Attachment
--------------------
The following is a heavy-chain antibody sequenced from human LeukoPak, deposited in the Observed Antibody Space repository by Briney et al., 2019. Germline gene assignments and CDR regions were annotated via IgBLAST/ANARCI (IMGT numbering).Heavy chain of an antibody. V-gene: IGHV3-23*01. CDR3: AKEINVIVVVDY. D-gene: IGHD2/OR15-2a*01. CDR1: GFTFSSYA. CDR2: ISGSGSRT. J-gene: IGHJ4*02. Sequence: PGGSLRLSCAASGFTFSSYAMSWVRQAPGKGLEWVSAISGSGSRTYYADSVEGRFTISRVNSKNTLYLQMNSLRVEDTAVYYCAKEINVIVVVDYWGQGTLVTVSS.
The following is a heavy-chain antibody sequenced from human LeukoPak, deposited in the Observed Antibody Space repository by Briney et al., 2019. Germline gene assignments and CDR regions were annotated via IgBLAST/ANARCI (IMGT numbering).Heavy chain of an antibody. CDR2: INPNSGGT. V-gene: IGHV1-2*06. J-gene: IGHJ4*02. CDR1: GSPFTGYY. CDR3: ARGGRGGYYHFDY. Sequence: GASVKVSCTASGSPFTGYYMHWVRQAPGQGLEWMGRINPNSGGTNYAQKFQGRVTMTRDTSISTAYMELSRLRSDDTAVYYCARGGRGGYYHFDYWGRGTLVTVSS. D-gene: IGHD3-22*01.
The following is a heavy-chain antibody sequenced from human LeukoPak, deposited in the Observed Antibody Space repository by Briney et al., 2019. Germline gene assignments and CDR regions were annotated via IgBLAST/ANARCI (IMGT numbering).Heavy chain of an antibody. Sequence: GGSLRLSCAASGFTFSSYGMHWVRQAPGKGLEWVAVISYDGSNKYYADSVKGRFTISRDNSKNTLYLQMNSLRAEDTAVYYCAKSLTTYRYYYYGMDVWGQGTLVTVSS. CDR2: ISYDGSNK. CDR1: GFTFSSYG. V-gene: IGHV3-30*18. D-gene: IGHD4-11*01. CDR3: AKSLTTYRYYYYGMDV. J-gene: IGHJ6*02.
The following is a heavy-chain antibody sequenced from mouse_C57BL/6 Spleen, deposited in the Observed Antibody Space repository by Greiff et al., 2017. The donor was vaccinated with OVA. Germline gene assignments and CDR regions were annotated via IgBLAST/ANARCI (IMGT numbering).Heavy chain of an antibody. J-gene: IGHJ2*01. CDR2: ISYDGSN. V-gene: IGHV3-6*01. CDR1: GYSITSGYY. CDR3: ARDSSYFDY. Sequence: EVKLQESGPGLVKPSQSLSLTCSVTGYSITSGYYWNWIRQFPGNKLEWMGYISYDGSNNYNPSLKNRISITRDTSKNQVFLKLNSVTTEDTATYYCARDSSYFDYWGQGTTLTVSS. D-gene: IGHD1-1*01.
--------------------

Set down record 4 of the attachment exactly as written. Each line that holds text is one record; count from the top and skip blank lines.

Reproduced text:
The following is a heavy-chain antibody sequenced from mouse_C57BL/6 Spleen, deposited in the Observed Antibody Space repository by Greiff et al., 2017. The donor was vaccinated with OVA. Germline gene assignments and CDR regions were annotated via IgBLAST/ANARCI (IMGT numbering).Heavy chain of an antibody. J-gene: IGHJ2*01. CDR2: ISYDGSN. V-gene: IGHV3-6*01. CDR1: GYSITSGYY. CDR3: ARDSSYFDY. Sequence: EVKLQESGPGLVKPSQSLSLTCSVTGYSITSGYYWNWIRQFPGNKLEWMGYISYDGSNNYNPSLKNRISITRDTSKNQVFLKLNSVTTEDTATYYCARDSSYFDYWGQGTTLTVSS. D-gene: IGHD1-1*01.